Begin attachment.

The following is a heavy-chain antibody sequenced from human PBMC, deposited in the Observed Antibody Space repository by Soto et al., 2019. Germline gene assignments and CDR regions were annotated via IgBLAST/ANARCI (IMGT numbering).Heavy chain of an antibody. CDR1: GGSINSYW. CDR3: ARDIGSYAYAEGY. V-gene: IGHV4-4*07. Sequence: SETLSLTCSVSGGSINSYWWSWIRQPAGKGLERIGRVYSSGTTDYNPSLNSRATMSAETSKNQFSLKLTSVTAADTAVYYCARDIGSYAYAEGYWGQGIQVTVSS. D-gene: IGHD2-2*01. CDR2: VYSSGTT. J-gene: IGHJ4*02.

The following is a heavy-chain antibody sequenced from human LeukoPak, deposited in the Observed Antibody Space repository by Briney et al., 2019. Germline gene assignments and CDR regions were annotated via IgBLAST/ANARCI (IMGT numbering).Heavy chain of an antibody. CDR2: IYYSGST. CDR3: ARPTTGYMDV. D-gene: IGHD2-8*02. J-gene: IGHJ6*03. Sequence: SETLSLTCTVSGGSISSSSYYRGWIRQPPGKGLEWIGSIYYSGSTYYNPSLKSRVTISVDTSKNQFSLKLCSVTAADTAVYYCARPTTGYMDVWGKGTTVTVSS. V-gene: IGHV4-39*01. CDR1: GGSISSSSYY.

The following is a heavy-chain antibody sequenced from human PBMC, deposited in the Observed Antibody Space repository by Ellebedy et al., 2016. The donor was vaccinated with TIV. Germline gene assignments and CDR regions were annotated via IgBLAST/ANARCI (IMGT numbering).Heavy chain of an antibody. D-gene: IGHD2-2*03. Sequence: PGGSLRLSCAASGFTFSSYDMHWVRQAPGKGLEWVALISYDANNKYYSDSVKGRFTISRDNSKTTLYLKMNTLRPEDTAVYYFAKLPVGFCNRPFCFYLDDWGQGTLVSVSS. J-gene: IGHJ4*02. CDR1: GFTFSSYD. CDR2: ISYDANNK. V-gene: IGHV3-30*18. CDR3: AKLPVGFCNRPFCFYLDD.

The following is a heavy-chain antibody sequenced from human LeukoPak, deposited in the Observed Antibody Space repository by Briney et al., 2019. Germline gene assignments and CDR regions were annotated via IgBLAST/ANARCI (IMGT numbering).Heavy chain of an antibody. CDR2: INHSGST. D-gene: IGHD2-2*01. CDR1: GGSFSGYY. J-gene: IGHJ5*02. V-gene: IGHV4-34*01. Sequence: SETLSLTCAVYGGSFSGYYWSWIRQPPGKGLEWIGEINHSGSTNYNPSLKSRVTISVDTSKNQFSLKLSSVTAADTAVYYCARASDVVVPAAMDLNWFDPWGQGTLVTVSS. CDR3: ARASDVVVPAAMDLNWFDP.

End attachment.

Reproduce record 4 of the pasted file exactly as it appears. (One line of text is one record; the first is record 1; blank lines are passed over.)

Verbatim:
The following is a heavy-chain antibody sequenced from human LeukoPak, deposited in the Observed Antibody Space repository by Briney et al., 2019. Germline gene assignments and CDR regions were annotated via IgBLAST/ANARCI (IMGT numbering).Heavy chain of an antibody. CDR2: INHSGST. D-gene: IGHD2-2*01. CDR1: GGSFSGYY. J-gene: IGHJ5*02. V-gene: IGHV4-34*01. Sequence: SETLSLTCAVYGGSFSGYYWSWIRQPPGKGLEWIGEINHSGSTNYNPSLKSRVTISVDTSKNQFSLKLSSVTAADTAVYYCARASDVVVPAAMDLNWFDPWGQGTLVTVSS. CDR3: ARASDVVVPAAMDLNWFDP.